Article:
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Douglas E. Goldman Calls for Gabonese President to Overturn Sentence Against Marc Ona

Douglas E. Goldman Calls for Gabonese President to Overturn Sentence Against Marc Ona

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Douglas E. Goldman, President of the Goldman Environmental Foundation, recently sent a letter to Gabonese President Ali Bongo in support of 2009 Goldman Prize winner Marc Ona Essangui.

Mr. Ona is facing possible jail time and a fee of nearly $10,000.00 US after being convicted of defamation by a Gabonese court for speaking out against suspected government corruption.

Mr. Goldman’s letter, which calls for President Bongo to overturn Ona’s sentence, is the most recent in a series of actions taken by the Goldman Prize calling for justice for Mr. Ona.

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The global network of Goldman Prize recipients sent an open letter to President Ali Bongo in May 2013, which was signed by over 50 Goldman Prize recipients and circulated on their networks.

At the 2013 Goldman Prize award ceremony in Washington, DC, John Goldman, Vice President of the Goldman Environmental Foundation, affirmed the Prize’s support for Mr. Ona during his remarks to the audience.

Below is a copy of the letter sent by Mr. Doug Goldman:


July 10, 2013


His Excellency Ali Bongo Ondimba
President de la Republique du Gabon


Dear President Bongo:

I am the President of the Goldman Environmental Prize, the world’s largest and most important award honoring grassroots environmental leaders. For the past few weeks, all of us associated with the Goldman Prize have been observing most attentively your country's actions regarding one of our distinguished Prize winners - Marc Ona Essangui.

For his work to protect the rainforests of Gabon from mining interests that threatened to destroy those areas, Mr. Ona received the 2009 Goldman Environmental Prize for Africa. Indeed, the fact that you, Sir, declared a national park encompassing some 10 percent of Gabon's landmass was a critical success story that resulted in Mr. Ona being recognized by us. Given your important role in creating a major environmental achievement that resulted in a citizen of your country being awarded such an important, international award, we are greatly surprised and deeply disappointed by the recent actions taken against Mr. Ona.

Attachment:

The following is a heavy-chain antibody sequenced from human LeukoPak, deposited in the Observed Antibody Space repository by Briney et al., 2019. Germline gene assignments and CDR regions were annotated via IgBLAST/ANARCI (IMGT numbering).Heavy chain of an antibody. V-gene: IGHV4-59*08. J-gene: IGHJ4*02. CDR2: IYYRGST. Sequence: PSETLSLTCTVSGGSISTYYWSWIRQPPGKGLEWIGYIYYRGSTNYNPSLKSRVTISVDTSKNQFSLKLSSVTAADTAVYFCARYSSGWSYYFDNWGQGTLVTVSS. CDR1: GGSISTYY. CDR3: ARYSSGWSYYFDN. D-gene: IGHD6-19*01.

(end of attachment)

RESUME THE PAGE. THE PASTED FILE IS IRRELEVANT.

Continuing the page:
The world recognizes Marc Ona Essangui as a leader of the civil society movement to protect Gabon's natural environment. Combined with the recognition provided by winning the Goldman Prize, Mr. Ona is respected throughout our world as a leader in both the environmental and civil society movements. To deny him his rights under African law is a dangerous and unfortunate action - one that is not appropriate to such an important leader and hero for Gabon and the environment!

Our understanding of the facts of the case include that he was sentenced in March 2013 by a Gabonese court to six months suspended imprisonment along with a fine of five million Central African francs on the charge of defamation. Apparently, the case focused upon Mr. Ona having spoken publicly about the Gabon government's role in providing industry with land for palm oil and rubber plantations. While his comments may not be encouraging toward your government, we hope that you recognize the importance of hearing the voices in society that support those that need support - including voices that support the environment that we all must protect for the future of our children and their children.

Sir, while you may disagree with Mr. Ona's contentions, we understand that his choosing to speak publicly while questioning his government's actions are activities that are clearly protected under the African Charter along with other international covenants. Indeed, for the Gabon government to deny Mr. Ona his ability to exercise those rights is itself a violation of those covenants. To engage in such actions that are contrary to international law is both ethically and legally unacceptable.

By setting this precedent, your government is telling all of us, as global citizens, that public discussion of Gabon's environmental standards and the government's role in protecting those standards is unwelcome and illegal. Such an action calls the world's attention to Gabon's mistaken and deplorable position that opposes our sacred future on our precious planet.

I sincerely hope that you will choose to review Mr. Ona's case. I respectfully implore you to use your powers to right this wrong by seeing that this unjust sentence is overturned. On behalf of all of us associated with the Goldman Environmental Prize, I request that you engage in whatever actions will assure Gabon's commitment to upholding international covenants and thus ensure both environmental and human rights.

Thank you in advance for your attention to this matter.

Sincerely,

Douglas E. Goldman, M.D.
President, Goldman Environmental Foundation

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